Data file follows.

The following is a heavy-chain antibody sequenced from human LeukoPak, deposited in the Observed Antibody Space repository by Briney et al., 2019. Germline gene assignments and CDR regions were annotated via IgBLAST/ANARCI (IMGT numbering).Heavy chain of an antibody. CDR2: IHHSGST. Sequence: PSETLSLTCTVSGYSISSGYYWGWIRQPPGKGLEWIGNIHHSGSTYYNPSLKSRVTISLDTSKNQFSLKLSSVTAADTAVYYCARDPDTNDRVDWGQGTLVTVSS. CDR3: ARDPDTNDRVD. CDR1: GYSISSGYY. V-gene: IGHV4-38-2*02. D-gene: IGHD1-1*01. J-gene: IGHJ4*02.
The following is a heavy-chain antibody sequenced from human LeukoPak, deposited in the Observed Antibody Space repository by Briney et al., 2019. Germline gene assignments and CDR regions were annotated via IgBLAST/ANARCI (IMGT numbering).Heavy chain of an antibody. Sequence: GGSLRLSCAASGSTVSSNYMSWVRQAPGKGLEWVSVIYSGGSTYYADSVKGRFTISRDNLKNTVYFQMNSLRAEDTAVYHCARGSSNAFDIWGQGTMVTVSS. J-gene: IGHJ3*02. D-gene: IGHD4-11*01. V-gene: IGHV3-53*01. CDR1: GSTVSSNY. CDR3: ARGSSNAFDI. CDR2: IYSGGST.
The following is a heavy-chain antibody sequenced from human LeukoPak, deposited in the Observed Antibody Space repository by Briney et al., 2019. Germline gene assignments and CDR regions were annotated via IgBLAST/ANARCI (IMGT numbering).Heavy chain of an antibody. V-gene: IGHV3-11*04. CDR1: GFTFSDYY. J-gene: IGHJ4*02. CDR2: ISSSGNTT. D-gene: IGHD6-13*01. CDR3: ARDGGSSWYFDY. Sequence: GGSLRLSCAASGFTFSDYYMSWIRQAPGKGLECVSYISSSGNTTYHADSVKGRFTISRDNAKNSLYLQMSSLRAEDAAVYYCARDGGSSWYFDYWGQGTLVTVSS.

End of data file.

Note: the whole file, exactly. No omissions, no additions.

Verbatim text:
The following is a heavy-chain antibody sequenced from human LeukoPak, deposited in the Observed Antibody Space repository by Briney et al., 2019. Germline gene assignments and CDR regions were annotated via IgBLAST/ANARCI (IMGT numbering).Heavy chain of an antibody. CDR2: IHHSGST. Sequence: PSETLSLTCTVSGYSISSGYYWGWIRQPPGKGLEWIGNIHHSGSTYYNPSLKSRVTISLDTSKNQFSLKLSSVTAADTAVYYCARDPDTNDRVDWGQGTLVTVSS. CDR3: ARDPDTNDRVD. CDR1: GYSISSGYY. V-gene: IGHV4-38-2*02. D-gene: IGHD1-1*01. J-gene: IGHJ4*02.
The following is a heavy-chain antibody sequenced from human LeukoPak, deposited in the Observed Antibody Space repository by Briney et al., 2019. Germline gene assignments and CDR regions were annotated via IgBLAST/ANARCI (IMGT numbering).Heavy chain of an antibody. Sequence: GGSLRLSCAASGSTVSSNYMSWVRQAPGKGLEWVSVIYSGGSTYYADSVKGRFTISRDNLKNTVYFQMNSLRAEDTAVYHCARGSSNAFDIWGQGTMVTVSS. J-gene: IGHJ3*02. D-gene: IGHD4-11*01. V-gene: IGHV3-53*01. CDR1: GSTVSSNY. CDR3: ARGSSNAFDI. CDR2: IYSGGST.
The following is a heavy-chain antibody sequenced from human LeukoPak, deposited in the Observed Antibody Space repository by Briney et al., 2019. Germline gene assignments and CDR regions were annotated via IgBLAST/ANARCI (IMGT numbering).Heavy chain of an antibody. V-gene: IGHV3-11*04. CDR1: GFTFSDYY. J-gene: IGHJ4*02. CDR2: ISSSGNTT. D-gene: IGHD6-13*01. CDR3: ARDGGSSWYFDY. Sequence: GGSLRLSCAASGFTFSDYYMSWIRQAPGKGLECVSYISSSGNTTYHADSVKGRFTISRDNAKNSLYLQMSSLRAEDAAVYYCARDGGSSWYFDYWGQGTLVTVSS.